Thursday, June 26, 2014

Fifth Peak, Tongue Mtn: 06/22/2014

Lake George and the Tongue Mountain range from Fifth Peak, Sunday 06/22/2014.

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Well known for its varied trails and spectacular views of Lake George and surrounding peaks, the Tongue Mountain trail system is something of a southern Adirondack hiking mecca. Nearly 20 miles of trails criss-cross the Tongue Mountain range, but the most popular destination of all is Fifth Peak.

Don't let Fifth Peak's low summit elevation (just 1,800') fool you. Since Lake George's elevation is less than 400', Fifth Peak sports a vertical relief that's comparable to much taller mountains. In fact, I picked Fifth Peak for our hike on Sunday partly because it falls right in the sweet spot for our family: the six mile round-trip with 1500' of vertical is a good match for our kids' current abilities.

We scored another near perfect day for Sunday's hike, with blue skies, puffy clouds and temperatures around 70. To make the hike even more fun, we invited friends to hike with us (a great strategy for hiking with kids).

The hike actually begins with a gradual downhill to lake level

Big pines frame the kids early in the hike

A beautiful waterfall not far into the hike

The brook cascades over moss-covered rock

From the Clay Meadow trailhead, the route passes through a beautiful forest of white and red pines (planted by the CCC) before getting serious about its ascent up the mountainside. Early in the climb, a cascading waterfall (water features are always a hit with the kids) is passed. Steep pitches alternate with a few level stretches, eventually leading to a 4-way trail junction about two miles into the hike.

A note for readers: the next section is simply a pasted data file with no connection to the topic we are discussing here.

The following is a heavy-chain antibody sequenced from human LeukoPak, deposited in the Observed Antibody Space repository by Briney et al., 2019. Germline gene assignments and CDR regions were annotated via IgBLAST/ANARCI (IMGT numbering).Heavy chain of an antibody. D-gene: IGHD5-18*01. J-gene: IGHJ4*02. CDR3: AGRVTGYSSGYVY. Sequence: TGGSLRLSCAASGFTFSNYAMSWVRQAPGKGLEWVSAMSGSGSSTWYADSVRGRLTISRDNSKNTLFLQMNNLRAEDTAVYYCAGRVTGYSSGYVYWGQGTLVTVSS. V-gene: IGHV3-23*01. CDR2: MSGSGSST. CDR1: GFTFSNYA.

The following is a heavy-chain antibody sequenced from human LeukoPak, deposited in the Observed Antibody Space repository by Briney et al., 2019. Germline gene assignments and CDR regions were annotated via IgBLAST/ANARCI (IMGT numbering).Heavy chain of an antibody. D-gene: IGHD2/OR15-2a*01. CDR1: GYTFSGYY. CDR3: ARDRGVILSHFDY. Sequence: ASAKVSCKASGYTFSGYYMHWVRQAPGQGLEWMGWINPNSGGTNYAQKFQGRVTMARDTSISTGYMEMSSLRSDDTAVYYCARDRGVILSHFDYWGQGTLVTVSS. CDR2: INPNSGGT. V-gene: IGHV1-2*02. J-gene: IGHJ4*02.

Sylvie and Beth couldn't manage to reach around the girth of this oak

Not a rattler

Daniel and Alex in the lead

Somewhere in the stretch above the waterfall, Daniel and his buddy Alex got out in front of us and kept going. They were waiting for us at the 4-way trail junction, but it served as a good reminder to always have kids wait and re-group at every trail junction.

Interesting wetlands near the 4-way junction

The view from the lean-to at Fifth Peak's summit

Open grassy areas at the summit are a pleasant place to relax

Lake George from Fifth Peak's eastern lookout

Fifth Peak lies just to the south (R) of the 4-way trail junction. A short spur trail leads to a lean-to at the summit. It's a spectacular spot. Just below the lean-to is a lookout to the east, with Lake George's sparkling waters 1400 feet below. Beyond the lean-to is a broad open area with expansive views to the south and west. The Tongue Mountain range tapers away to the south, splitting Northwest Bay from Lake George's Narrows. Gore, Hadley, Crane, Cat and Hickory are all visible. Some of the High Peaks are even visible to the north.

View to the southwest from Fifth Peak's summit ledges

Wildflowers (gentians?) blooming at the summit

Daniel and Alex checking out the view

East and West Dollar Islands are directly below Fifth Peak's eastern lookout

Tongue Mountain is also well known for its rattlesnake population (it's the northern fringe of their range), and the open ledges of Fifth Peak's summit are a likely spot to encounter a rattler. We didn't see any (I've seen them on other occasions that I've hiked Tongue Mountain), but it's worth mentioning as reminder that they are present.

A final look at Lake George before heading down

Almost done...

Lake George and summer are almost synonymous to me, and I can't think of a better way to celebrate the first full day of summer than hiking Tongue Mountain. We followed up our hike with a stop for ice cream at Stewart's in Bolton Landing, followed by a quick dip in the lake. It's great to have the entire summer - and hiking season - in front of us.


  1. Thanks for reminding me what a gem that is Jeff! Back in my Bolton days, camping at the lean-to was always a great time :)